Struggles of Chinese Evictees Turned Into Video Game

Nail Household Fighting Against Demolition Squad

by Sara Beretta

Sometimes reality exceeds the virtual, in its absurdity, strangeness and grotesquery. It also happens that the virtual realm can help in coping with the harshness of real life, by re-enacting and mocking its absurdity and cruelty. This is the case of Nail Household Fighting Against Demolition Squad, the online flash game by Mirage Games that is spreading like wildfire over China. First appearing on the popular website 17173, it’s one of the most played online games.

The so-called “nail householders,” their houses left as lonely nails in the middle of already demolished ones, have to hire people to face the demolition team men, who are milling about to crash down the remaining squatters. There’s Mrs. and Grandpa Ding (Chinese for “nail”) and their six-member family fighting against the crew – with slippers, homemade tools and other scrappy objects – in order to keep their houses standing. What is unusual for a video game is that there are but a few chances to win: after strenuously fighting for six levels, the player hits the “survival level,” set up so that the player is all but doomed, something that rather closely resembles the game’s real life basis.

It’s a funny, easy game, in the style of popular satirical videos (“e-gao”), but what’s compelling is its similarity to daily life, where a lot of families have to face eviction and forced relocation, or to accept money as a refund for being removed from their houses. And many of them refuse, opposing the oncoming bulldozers, sometimes with tragic results. A recent incident in September 2010 involved heavy injuries to a family in Fenggang town, Yihuang county.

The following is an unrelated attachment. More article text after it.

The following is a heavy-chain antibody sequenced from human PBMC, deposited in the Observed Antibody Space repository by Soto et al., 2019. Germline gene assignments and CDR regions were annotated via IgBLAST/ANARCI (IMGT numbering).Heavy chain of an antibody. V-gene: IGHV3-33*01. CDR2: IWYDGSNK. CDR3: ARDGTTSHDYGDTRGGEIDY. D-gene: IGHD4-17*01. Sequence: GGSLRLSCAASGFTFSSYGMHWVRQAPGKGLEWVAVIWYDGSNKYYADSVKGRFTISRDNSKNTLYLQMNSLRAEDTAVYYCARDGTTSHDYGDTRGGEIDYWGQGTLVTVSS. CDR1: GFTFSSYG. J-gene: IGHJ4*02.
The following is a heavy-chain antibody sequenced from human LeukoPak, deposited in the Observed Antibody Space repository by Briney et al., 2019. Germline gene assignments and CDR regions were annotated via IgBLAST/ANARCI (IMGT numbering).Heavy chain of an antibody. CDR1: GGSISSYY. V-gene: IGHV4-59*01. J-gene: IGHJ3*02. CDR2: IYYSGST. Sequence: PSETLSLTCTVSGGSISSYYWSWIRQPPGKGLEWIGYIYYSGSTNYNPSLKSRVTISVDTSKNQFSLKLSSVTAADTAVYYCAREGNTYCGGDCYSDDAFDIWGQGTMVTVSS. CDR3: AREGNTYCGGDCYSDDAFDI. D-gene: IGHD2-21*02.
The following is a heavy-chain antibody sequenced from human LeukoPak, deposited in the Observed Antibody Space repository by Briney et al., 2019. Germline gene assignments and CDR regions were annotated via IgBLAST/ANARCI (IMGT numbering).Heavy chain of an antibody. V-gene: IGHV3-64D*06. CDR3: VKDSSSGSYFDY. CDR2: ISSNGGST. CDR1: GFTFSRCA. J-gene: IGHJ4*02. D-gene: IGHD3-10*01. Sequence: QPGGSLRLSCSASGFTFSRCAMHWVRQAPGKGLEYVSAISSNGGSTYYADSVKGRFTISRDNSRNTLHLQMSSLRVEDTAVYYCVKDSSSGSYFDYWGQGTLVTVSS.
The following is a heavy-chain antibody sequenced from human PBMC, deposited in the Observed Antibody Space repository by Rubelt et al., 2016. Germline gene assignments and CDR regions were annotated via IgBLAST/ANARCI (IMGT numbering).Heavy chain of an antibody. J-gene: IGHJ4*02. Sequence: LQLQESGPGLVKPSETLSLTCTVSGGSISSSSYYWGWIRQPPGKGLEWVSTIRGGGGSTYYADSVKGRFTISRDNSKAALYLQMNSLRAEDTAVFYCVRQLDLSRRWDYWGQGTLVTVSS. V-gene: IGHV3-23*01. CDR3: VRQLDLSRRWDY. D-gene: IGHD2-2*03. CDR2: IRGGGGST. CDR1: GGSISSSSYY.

An actual "nailhouse" surrounded by a development site

For the past several years, the character destroy (“chai“) painted on walls brings drama and misfortune: it means that the house has to give place to progress as dictated by local authorities: a huge new road, a bus station, etc. Residents opposing the demolition are an increasingly urgent social topic, their tragic struggle, grotesquely depicted in the video game, have even carved out a space within Chinese mainstream media. But independent media, in the form of un-official documentaries and amateur videos, have covered this issue far earlier and with far more urgency.

One critical example is Meishi Street (2006) by visual artist Ou Ning, which documents the resistance of some Beijingers to the knocking down of their nail house in the name of 2008 Olympics urban projects, not only filming them but allowing them video cameras to film their plight from their own perspective. It is also worth mentioning Ou Ning and Cao Fei’s San Yuan Li (2003), an experimental documentary concerning the modernization threatening the former farming village of San Yuan Li, situated in the outskirts of Guangzhou. Meishi Street and San Yuan Li (both distributed by dGenerate Films) offer powerful images and voices to better illuminate a crucial contemporary public issue – one that, ultimately, is not a game.

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